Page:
Hitchcock reviews Dial H for Hitchcock. Film reviews by Terrence Brady

In 1946, the war with the Axis powers might have been over but the threat of Nazism still was quite prevalent -- in Hollywood, that is.

CIA man Devlin (Cary Grant) is assigned to watch over Alicia Huberman (Ingrid Bergman), a socialite whose father has been convicted of spying for the Nazis. Devlin persuades her to go to Rio de Janeiro and use her family’s name to infiltrate a post-war Nazi group headed by Alex Sebastian. Alicia pretends to fall in love with Sebastian but he becomes increasingly suspicious of his new wife and her growing relationship with friend, Devlin. When Devlin realizes he himself is falling in love with Alicia, it not only might compromise their mission but Alicia’s life as well

While Notorious might come off as an espionage caper, the heart and soul is not the diabolic schemes of the Nazis but the chemistry struck by the romance between Grant and Bergman. Their three-minute kissing scene is as arousing and erotically charged today as it was over 50 years ago. [At that time, the Hollywood Production Code would not allow for kisses to last longer than three seconds, so Hitchcock had them separate every three seconds but kept them embraced for over three minutes.]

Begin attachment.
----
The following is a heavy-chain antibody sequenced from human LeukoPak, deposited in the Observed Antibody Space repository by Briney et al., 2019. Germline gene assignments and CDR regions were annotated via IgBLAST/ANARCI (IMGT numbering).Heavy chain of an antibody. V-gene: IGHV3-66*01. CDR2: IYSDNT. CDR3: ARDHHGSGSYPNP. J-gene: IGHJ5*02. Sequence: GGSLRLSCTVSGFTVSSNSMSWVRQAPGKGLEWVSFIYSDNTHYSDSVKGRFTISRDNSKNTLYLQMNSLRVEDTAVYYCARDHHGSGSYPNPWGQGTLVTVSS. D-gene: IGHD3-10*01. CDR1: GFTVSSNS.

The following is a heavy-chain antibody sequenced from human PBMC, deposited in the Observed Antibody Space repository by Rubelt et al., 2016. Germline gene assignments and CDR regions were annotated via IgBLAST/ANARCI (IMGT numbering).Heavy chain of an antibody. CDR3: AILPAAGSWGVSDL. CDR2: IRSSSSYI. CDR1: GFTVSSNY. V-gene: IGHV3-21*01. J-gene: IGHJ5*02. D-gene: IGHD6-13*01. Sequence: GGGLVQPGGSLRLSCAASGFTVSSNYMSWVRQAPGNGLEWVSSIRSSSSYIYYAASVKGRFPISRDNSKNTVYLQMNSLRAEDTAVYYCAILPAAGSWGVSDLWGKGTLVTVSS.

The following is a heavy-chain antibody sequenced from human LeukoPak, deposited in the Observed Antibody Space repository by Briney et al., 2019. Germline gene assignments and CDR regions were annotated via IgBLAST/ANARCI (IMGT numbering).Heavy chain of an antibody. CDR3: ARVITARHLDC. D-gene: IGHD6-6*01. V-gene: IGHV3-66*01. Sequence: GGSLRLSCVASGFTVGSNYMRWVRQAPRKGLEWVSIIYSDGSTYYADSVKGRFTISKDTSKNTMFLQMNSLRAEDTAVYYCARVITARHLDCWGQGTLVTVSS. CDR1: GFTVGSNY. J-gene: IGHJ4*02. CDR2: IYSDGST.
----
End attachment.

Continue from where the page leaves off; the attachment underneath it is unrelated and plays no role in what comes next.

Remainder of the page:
The seductive attraction between these mega-stars was maintained from the opening sequence (in which they take a drunken joyride) to the wine cellar scene to the climatic descent of the Sebastian staircase where Devlin helps escort his incoherent, almost catatonic love from the clutches of the Nazi henchmen.

The third member of this love-triangle is Claude Rains who plays the role of Alex Sebastian. Despite playing the role of a Nazi, his character is not that of a cartoonish stooge but a reserved little man who is bullied by his mother and genuinely in love with Alicia. When he finds out Alicia has betrayed him, he is devastated (creating audience sympathy for him).

In the final sequence, Devlin carries Alicia outside to his car in which Sebastian pleads with Devlin to let him join them. He fears for his life, for the other Nazi conspirators wait for him at his front door. Instead of bloodbath execution, Hitchcock ends it with a simple request from one of the Nazis: "Alex, will you come in, please? I wish to talk to you."

The door closes behind Sebastian as he enters; the audience knows that his time has come.

Aside from the on-screen relationship of Bergman and Grant, one of the best known elements of this film is use of a realistic "MacGuffin" -- a sample of uranium concealed in a wine bottle. Hitchcock and scriptwriter Ben Hecht devised the idea of using nuclear materials without knowing that American scientists were in the process of developing the A-bomb. Hitchcock claims he was under FBI surveillance because of his "MacGuffin" but nothing was ever proven to justify this fact.

RATING: 8.0 (of 10). A compelling spy mission interwoven with a romantic love story, Grant and Bergman are at their best here -- as is Hitchcock.

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